The hidden features in Microsoft Word you probably don’t use – but should!

13/10/21

With 145 million daily active users, you would think that the majority of Microsoft Word users would be pretty well versed on how to use the most popular word-processing program in the world, right? Wrong. The reality for most users is that when it comes to writing everyday documents there is rarely much need to venture beyond Word’s Home tab. However, hidden away within the interface, there’s a wealth of additional great – and, dare I say it, revolutionary - tools waiting to be discovered.

What is Microsoft Word?

Most people know Word as the program you use to write with. However, since its release in 1983, Microsoft’s popular word-processing software has been so much more than that. It can be used to create brochures, letters, learning activities, quizzes, tests, students’ homework assignments and more. It also carries several advantages that can benefit anyone who has access to it – whether that’s in the working environment or for personal use. As well as helping you transform documents into web pages and read and review your work with ease, it can help take your writing from good to great. Today, the program also boasts the ability to insert diagrams, worksheets and other media - making it an essential tool for office administration. As well as this, because Word is an industry-standard program, it is available practically everywhere.

Related: Why Microsoft Office Skills are Important for Job-Seekers

Learning the shortcuts makes life easier

Over the years, Microsoft Word has developed immensely in its power and complexity. Believe it or not, there’s far more to it than just adding colourful text, writing in various fonts and changing text sizes. Now, there are hundreds of additional features. These features are by no means secret, but many users would never find them if they did not know where look for them. So, here are our top five hidden features in Word that can help make your life easier, boost business and take your work to the next level.

1. Save time with Researcher

Let us pretend you are writing an essay for class, a case study or a research paper. Word has a wonderful tool called ‘Researcher’ that can save you time and effort. To access the tool, click your ‘References’ tab and then ‘Researcher’. When the sidebar opens, insert a keyword or phrase into the search box. Word will then search the web for your request and provide results for it in the sidebar of the document.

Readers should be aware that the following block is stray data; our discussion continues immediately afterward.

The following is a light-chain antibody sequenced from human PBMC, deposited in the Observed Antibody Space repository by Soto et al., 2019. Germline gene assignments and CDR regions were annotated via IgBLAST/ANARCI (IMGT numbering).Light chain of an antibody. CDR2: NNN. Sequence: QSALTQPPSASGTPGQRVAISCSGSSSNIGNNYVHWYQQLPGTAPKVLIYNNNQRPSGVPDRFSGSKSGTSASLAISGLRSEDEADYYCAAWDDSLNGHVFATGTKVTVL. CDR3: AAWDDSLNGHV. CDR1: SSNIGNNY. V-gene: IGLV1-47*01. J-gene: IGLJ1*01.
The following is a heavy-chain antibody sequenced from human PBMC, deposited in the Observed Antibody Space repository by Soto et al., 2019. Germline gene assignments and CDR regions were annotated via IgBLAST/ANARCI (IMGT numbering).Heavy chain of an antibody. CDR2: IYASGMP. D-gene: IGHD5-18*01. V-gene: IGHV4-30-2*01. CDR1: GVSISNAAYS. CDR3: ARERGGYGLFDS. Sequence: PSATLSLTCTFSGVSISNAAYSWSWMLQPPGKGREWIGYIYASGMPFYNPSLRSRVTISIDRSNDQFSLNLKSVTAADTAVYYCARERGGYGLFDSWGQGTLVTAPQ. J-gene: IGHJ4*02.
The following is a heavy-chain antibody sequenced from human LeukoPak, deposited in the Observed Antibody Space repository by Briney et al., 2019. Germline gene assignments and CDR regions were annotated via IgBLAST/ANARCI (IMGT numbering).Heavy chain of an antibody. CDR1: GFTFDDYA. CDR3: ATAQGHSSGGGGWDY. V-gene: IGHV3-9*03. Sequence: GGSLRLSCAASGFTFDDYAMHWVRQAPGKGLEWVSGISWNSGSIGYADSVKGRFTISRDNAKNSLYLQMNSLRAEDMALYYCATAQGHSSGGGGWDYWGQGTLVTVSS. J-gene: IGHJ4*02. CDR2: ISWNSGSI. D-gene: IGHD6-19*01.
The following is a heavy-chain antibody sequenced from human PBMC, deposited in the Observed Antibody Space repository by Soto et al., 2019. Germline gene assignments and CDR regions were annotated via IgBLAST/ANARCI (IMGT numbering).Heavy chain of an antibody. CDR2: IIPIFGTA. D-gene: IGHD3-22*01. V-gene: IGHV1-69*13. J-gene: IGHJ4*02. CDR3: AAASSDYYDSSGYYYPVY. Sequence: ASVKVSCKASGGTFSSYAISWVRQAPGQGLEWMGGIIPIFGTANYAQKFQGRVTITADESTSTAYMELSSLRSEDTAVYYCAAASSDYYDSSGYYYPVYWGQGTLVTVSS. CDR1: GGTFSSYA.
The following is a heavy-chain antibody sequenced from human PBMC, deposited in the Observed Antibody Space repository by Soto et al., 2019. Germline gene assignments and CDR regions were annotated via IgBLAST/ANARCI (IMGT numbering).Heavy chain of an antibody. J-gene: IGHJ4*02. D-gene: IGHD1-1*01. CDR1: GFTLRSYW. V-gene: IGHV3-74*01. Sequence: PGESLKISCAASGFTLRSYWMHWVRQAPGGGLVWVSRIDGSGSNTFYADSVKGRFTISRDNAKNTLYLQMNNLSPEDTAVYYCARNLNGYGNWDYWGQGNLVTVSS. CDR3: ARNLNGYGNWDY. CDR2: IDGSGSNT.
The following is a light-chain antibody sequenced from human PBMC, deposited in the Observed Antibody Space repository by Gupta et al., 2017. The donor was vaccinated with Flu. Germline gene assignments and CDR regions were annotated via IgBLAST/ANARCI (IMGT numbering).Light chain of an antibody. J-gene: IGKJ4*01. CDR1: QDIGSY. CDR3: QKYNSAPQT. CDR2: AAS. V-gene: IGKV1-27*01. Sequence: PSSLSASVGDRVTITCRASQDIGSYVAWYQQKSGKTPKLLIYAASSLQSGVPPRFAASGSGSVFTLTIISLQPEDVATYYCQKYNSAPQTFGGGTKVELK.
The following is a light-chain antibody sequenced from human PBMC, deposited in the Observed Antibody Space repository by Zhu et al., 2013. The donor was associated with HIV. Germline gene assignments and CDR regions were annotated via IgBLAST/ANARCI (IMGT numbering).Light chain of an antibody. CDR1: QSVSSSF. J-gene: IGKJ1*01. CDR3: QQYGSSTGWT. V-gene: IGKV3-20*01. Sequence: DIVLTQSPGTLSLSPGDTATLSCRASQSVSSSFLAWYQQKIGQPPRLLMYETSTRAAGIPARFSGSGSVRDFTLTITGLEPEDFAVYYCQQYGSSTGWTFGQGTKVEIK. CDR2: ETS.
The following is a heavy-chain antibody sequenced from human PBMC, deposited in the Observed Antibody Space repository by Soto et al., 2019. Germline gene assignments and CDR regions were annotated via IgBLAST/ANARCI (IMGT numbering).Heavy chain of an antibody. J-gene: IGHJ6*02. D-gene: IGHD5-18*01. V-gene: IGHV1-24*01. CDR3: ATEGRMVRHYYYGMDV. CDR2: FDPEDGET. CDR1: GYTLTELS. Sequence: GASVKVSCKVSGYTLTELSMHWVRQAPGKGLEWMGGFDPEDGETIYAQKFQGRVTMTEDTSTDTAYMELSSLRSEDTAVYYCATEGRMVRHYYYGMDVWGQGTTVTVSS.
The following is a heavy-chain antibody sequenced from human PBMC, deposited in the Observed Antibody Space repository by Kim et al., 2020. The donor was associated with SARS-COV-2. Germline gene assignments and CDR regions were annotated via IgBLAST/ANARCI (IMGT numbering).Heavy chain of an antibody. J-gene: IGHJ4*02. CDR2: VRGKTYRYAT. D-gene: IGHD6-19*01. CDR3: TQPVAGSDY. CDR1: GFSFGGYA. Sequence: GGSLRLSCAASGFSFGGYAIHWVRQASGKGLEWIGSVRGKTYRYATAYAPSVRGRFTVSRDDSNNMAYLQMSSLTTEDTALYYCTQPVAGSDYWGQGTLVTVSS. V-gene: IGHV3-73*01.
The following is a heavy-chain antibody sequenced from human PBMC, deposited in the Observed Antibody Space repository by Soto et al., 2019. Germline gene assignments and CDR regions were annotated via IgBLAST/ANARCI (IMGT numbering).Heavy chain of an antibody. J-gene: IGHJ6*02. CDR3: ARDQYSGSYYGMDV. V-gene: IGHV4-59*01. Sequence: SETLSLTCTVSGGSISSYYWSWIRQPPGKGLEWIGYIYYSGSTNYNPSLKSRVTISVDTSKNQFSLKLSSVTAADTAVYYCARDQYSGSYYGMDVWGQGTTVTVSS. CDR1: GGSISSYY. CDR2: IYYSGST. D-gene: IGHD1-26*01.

2. Translate a document

Thanks to handy features like Word’s ‘Translation’ tool, the barriers to global communication are becoming far easier to manage. This feature gives even the smallest of businesses access to operating on a worldwide scale. To use ‘Translation’, click on the ‘Review’ tab located at the top of the document. Then, click ‘Translate’. Select what you’d like translated from the drop-down menu or choose ‘Translate Document’ to translate the entire text. Once you’ve done this, select which language you’d like the text converted to. And there you have it: your very own translator. 

3. Hear it read aloud

When checking your work, it’s often a good idea to hear what you’ve written out loud. This helps you find errors, places where rewording is needed or just to get a different perspective. Word’s ‘Read Aloud’ tool allows you to do this! To use this tool, go to the beginning of your document, head to the Review tab, and click Read Aloud. You will then hear your document read to you (ensure that you have your microphone enabled). This feature might not be one of those that wows you, but it is undoubtedly useful.

4. Write equations in Word

Excel is the Microsoft program that often takes the credit when it comes to writing equations and solving numerical problems, but did you know you can write them in Word too? Believe it or not, the Equation Editor has always been an essential feature of MS Word. In the latest versions of Word, it is simply known as ‘Equation’. So, if you are a maths whiz, today really is your lucky day. To use ‘Equation’, click the ‘Insert’ tab and in the right-hand corner you will see the Equation tool. 

5. Combine and compare documents for review

When you receive an edited Word document from another person, you can compare the original document with the new one to easily determine which pieces of the document have been edited. To use this, click ‘Review’, ‘Compare’ then ‘Compare’ or ‘Combine’. These functions quite literally do what they say on the tin. ‘Compare’ allows you to compare two documents side by side and will call out differences between the two documents. ‘Combine’ will enable you to combine two documents into one to determine what changes have been made.  

At Pitman Training, our Microsoft Word courses are designed to provide you with all the essential skills you will need to be proficient in Word, in either a work environment or for personal development, in as short a time as possible. We also recognise that being able to train around your hectic schedule is vital for adult learners. This is why we offer a self-study programme, which allows you to learn at your own pace, with support and encouragement from our friendly course advisors when you need it. So, if you are looking to boost your Word skills, why not contact your local Pitman Training to develop your skills today?

 

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